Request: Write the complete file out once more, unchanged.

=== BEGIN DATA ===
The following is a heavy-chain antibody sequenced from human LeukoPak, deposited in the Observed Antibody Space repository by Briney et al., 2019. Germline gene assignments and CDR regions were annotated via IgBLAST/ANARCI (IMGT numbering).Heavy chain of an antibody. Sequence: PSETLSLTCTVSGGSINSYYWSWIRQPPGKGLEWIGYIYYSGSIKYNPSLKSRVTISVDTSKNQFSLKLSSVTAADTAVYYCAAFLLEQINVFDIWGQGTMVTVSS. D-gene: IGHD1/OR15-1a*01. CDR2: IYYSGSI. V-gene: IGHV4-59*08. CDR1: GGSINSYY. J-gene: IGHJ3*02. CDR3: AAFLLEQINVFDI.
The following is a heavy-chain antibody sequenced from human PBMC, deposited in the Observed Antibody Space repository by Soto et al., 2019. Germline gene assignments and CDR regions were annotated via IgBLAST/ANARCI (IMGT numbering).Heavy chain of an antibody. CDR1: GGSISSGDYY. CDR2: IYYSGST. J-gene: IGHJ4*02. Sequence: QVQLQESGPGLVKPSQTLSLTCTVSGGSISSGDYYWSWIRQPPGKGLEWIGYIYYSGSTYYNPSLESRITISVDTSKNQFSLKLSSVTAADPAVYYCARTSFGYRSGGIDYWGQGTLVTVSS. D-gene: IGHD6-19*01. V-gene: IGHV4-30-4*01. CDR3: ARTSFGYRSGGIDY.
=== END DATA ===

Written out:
The following is a heavy-chain antibody sequenced from human LeukoPak, deposited in the Observed Antibody Space repository by Briney et al., 2019. Germline gene assignments and CDR regions were annotated via IgBLAST/ANARCI (IMGT numbering).Heavy chain of an antibody. Sequence: PSETLSLTCTVSGGSINSYYWSWIRQPPGKGLEWIGYIYYSGSIKYNPSLKSRVTISVDTSKNQFSLKLSSVTAADTAVYYCAAFLLEQINVFDIWGQGTMVTVSS. D-gene: IGHD1/OR15-1a*01. CDR2: IYYSGSI. V-gene: IGHV4-59*08. CDR1: GGSINSYY. J-gene: IGHJ3*02. CDR3: AAFLLEQINVFDI.
The following is a heavy-chain antibody sequenced from human PBMC, deposited in the Observed Antibody Space repository by Soto et al., 2019. Germline gene assignments and CDR regions were annotated via IgBLAST/ANARCI (IMGT numbering).Heavy chain of an antibody. CDR1: GGSISSGDYY. CDR2: IYYSGST. J-gene: IGHJ4*02. Sequence: QVQLQESGPGLVKPSQTLSLTCTVSGGSISSGDYYWSWIRQPPGKGLEWIGYIYYSGSTYYNPSLESRITISVDTSKNQFSLKLSSVTAADPAVYYCARTSFGYRSGGIDYWGQGTLVTVSS. D-gene: IGHD6-19*01. V-gene: IGHV4-30-4*01. CDR3: ARTSFGYRSGGIDY.